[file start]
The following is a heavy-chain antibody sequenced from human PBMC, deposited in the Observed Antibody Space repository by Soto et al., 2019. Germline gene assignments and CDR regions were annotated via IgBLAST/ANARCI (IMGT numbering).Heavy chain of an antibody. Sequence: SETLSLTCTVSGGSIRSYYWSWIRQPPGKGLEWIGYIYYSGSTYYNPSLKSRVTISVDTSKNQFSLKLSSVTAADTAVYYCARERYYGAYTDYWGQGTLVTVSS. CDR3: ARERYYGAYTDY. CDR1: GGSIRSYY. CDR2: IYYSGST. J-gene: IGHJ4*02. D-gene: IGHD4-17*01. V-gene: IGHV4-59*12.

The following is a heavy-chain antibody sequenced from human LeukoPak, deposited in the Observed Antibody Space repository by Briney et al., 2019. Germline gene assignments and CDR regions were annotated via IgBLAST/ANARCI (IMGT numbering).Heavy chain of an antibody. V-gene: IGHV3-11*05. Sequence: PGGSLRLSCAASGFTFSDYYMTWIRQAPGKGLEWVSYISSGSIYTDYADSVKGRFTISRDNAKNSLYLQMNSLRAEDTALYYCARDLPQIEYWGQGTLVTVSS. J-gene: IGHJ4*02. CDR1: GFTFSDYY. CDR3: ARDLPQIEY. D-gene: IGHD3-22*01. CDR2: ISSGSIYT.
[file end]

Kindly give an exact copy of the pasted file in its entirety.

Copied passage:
The following is a heavy-chain antibody sequenced from human PBMC, deposited in the Observed Antibody Space repository by Soto et al., 2019. Germline gene assignments and CDR regions were annotated via IgBLAST/ANARCI (IMGT numbering).Heavy chain of an antibody. Sequence: SETLSLTCTVSGGSIRSYYWSWIRQPPGKGLEWIGYIYYSGSTYYNPSLKSRVTISVDTSKNQFSLKLSSVTAADTAVYYCARERYYGAYTDYWGQGTLVTVSS. CDR3: ARERYYGAYTDY. CDR1: GGSIRSYY. CDR2: IYYSGST. J-gene: IGHJ4*02. D-gene: IGHD4-17*01. V-gene: IGHV4-59*12.

The following is a heavy-chain antibody sequenced from human LeukoPak, deposited in the Observed Antibody Space repository by Briney et al., 2019. Germline gene assignments and CDR regions were annotated via IgBLAST/ANARCI (IMGT numbering).Heavy chain of an antibody. V-gene: IGHV3-11*05. Sequence: PGGSLRLSCAASGFTFSDYYMTWIRQAPGKGLEWVSYISSGSIYTDYADSVKGRFTISRDNAKNSLYLQMNSLRAEDTALYYCARDLPQIEYWGQGTLVTVSS. J-gene: IGHJ4*02. CDR1: GFTFSDYY. CDR3: ARDLPQIEY. D-gene: IGHD3-22*01. CDR2: ISSGSIYT.